Sasse is the most sociological of the crew. He is a Tocquevillian localist, who notes that most normal Americans go days without thinking of national politics. His vision is centered on the small associations — neighborhood groups, high school football teams, churches and community centers — where people find their greatest joys, satisfactions and supports. Government’s job, he says, is to “create a framework of ordered liberty” so that people can make their family and neighborhood the center of their lives.

He is the most suspicious of government and politics today. “I think politicians are arsonists,” he told me over the phone last month. “The main thing the GOP does is try to light the Democrats on fire, and the main thing the Democrats do is light the Republicans on fire. That’s why there’s so little trust in politics.”

Behind these public figures there is a posse of policy wonks and commentators supporting a new Working-Class Republicanism, including Oren Cass, Henry Olsen, J.D. Vance, Michael Brendan Dougherty, Saagar Enjeti, Samuel Hammond and, in his own way, Tucker Carlson.

Cass, for example, has created a new think tank, the American Compass, to push the GOP in a post-Trump direction. Cass, a former adviser to Mitt Romney, argues that free-market economists pay too much attention to GDP growth. What matters is the kind of growth and whether it allows people to lead stable lives. He says there’s too much emphasis on consumption. People should be seen as producers, and government should create the kind of jobs that allow people to earn dignity through work.

He says the core of the economy is the industrial economy: manufacturing, transportation, infrastructure — making things in the physical world. “Investment in our economy has completely discounted the making of stuff,” he told me in a recent interview. “You have a VC industry that goes entirely to software. Private equity financial flow is about buying and trading companies.” Government needs to engage in “predistribution,” to steer investment to manufacturing, and also to those middle American parts of the country that are currently left out.

“The American labor force cannot be changed into what the economy wants,” Cass says. “We have to change the economy to what the American labor force can be successful in.”

The intellectual future of conservatism will be wrestled over at a series of forums at the Center for Social, Cultural and Constitutional Studies at the American Enterprise Institute that are being organized by Yuval Levin, a scholar there. Right now, the various factions are exchanging sarcastic one-liners on Twitter. Levin is bringing the players together. “People should be talking to each other, not about each other,” he told me.

Levin thinks the prevailing post-Trump viewpoints define the problem too much in economic terms. The crucial problem, he argues, is not economic; it’s social: alienation. Millions of Americans don’t feel part of anything they can trust. They feel no one is looking out for them. Trump was a false answer to their desire for social solidarity, but the desire can be a force for good.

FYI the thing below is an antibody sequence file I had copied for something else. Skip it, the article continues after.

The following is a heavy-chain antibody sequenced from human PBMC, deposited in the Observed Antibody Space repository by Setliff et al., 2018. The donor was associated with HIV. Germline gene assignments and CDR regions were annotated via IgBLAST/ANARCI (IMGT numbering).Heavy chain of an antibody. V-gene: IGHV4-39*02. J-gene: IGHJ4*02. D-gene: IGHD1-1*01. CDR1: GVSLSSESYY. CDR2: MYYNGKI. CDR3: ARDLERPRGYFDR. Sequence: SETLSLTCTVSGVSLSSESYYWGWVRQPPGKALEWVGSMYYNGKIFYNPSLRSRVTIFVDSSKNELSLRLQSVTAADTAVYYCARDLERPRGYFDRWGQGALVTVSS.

“What’s needed,” Levin says, “is not just to expand economic conservatism beyond growth to also prioritize family, community and nation, but also to expand social conservatism beyond sexual ethics and religious liberty to prioritize family, community and nation. The coalition can be a powerful political force again if its different wings converge on these priorities, without each giving up on its long-standing aims.”

The Republican Party looks completely brain dead at every spot Trump directly reaches. Off in the corners, though, there’s a lot of intellectual ferment on the right. But if there is one thing I’ve learned over the decades, it is never to underestimate the staying power of the dead Reagan paradigm.

The Wall Street Journal editorial page stands as a vigilant guardian of the corpse, eager to rebut all dissenters. Nikki Haley, the former U.N. ambassador, and Sen. Pat Toomey of Pennsylvania are staunch defenders of Minimal-Government Conservatism. Sen. Ted Cruz seems to be positioning himself for a 2024 presidential run that seeks to triangulate all the pre-Trump and pro-Trump versions of the party into one stew.

And if Joe Biden defeats Trump and begins legislating, as seems more and more likely, there’s also the possibility that Republicans will abandon any positive vision and revert to being a simple anti-government party — a party of opposition to whatever Biden is doing.

But over the long term, some version of Working-Class Republicanism will redefine the GOP. In the first place, that’s where Republican voters are. When push comes to shove, Republican politicians are going to choose their voters over their donor class.

Second, the working-class emphasis is the only way out of the demographic doom loop. If the party sticks with its old white high school-educated base, it will die. They just aren’t making enough old white men. To have any shot of surviving as a major party, the GOP has to build a cross-racial alliance among working-class whites, working-class Hispanics and some working-class Blacks.

None of this works unless Republicans can deracialize their appeal — by which I mean they must stop pandering to the racists in the party and stop presenting themselves and seeing themselves as the party of white people — and wage a class struggle between diverse workers in their coalition and the highly educated coastal manager and professional class in the Democratic coalition.

Rubio, Hawley, Sasse and Cotton are inching toward a GOP future. What are the odds they’ll succeed? They’ve got to be way under 50-50.

David Brooks | The New York Times (Josh Haner/The New York Times)

David Brooks is an Op-Ed columnist for The New York Times.